Agile, People, Project Management, Scrum

#Agile Games in Killarney

I was watching my son and daughter and their cousins playing games on the weekend and it struck me on how children really operate in an Agile way. The kids were playing monopoly and it was fascinating how they used the general rules and then customized the rules if they could get an agreement from every participant. It was something I don’t seem often with adults. We seem to read the rules and then consider then sacred. I even have seen huge arguments when there is a disagreement on the rules that will be followed. Somehow as we get older, we seem to get less brave in how we play games or work.

I have heard some Agile proponents discuss how everyone needed to absolutely follow Agile practices just like how people absolutely needed to create functional specifications for a waterfall project in the past. Blind faith in any process is not Agile.  Agile is understanding the process guidelines and understanding when and how they have been customized to create the most value. Granted that there are some practices that will apply more often like User Stories, Planning Poker, and automated testing. But we do need to be careful in that we don’t fall into the same trap of demanding these practices are always done.

But more fascinating to me was that the kids modified the guidelines in an iterative manner! They played for a while and then based on the success and fairness of the rule, they modified the rules. When my daughter did not have the same amount of properties, they modified the rules. They understood that winning the game was not success, everyone having fun and being involved was. Once again, they only modified the rules when they were able to gain agreement from all players. They played the game in the same manner people suggest Agile project should be done.

So the question is why do adults seem to require strict rules? It seems much of the Scrum methodology was a reaction to create a rigid structure in the Agile space. That methodology found a home as it filled a need for structure. It seems that the lack of rules does make some people uneasy and nervous.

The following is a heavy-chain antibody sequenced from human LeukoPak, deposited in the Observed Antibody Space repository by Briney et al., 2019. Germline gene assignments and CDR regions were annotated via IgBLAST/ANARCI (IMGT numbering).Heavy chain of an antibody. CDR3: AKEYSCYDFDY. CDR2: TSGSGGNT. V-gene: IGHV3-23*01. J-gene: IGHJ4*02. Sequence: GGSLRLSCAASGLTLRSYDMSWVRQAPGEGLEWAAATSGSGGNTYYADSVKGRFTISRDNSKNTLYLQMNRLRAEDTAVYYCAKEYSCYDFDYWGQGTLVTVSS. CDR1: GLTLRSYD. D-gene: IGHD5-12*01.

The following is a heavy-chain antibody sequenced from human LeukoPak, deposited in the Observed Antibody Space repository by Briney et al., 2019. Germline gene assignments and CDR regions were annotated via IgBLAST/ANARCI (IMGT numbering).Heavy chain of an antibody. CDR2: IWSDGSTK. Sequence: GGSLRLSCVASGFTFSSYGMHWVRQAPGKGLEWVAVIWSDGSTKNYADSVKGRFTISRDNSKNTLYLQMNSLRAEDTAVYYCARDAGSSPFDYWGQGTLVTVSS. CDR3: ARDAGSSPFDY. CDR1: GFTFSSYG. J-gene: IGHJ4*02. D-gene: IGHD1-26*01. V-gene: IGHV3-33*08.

I believe a true team can improvise, innovate, and create because they know risks are taken by the entire team. They also know their team will support those decisions 100%. It does seem to all come down to trust.

Funny. Agile teams have faith and trust in the team, and change the process to fit the client. Non-Agile teams have faith and trust in the process, and change the client to fit the process.

Re-posted from http://bornagainagilist.wordpress.com

About Terry Bunio

Terry Bunio is passionate about his work as the Manager of the Project Management Office at the University of Manitoba. Terry oversees the governance on Information Technology projects to make sure the most important projects are being worked on in a consistent and effective way. Terry also provides leadership on the customized Project Methodology that is followed. The Project Methodology is a equal mix of Prince2, Agile, Traditional, and Business Value. Terry strives to bring Brutal Visibility, Eliminating Information islands, Right Sizing Documentation, Promoting Collaboration and Role-Based Non-Consensus, and short Feedback Loops to Minimize Inventory to the Agile Project Management Office. As a fan of pragmatic Agile, Terry always tries to determine if we can deliver value as soon as possible through iterations. As a practical Project Manager, Terry is known to challenge assumptions and strive to strike the balance between the theoretical and real world approaches for both Traditional and Agile approaches. Terry is a fan of AWE (Agile With Estimates), the Green Bay Packers, Winnipeg Jets, and asking why?

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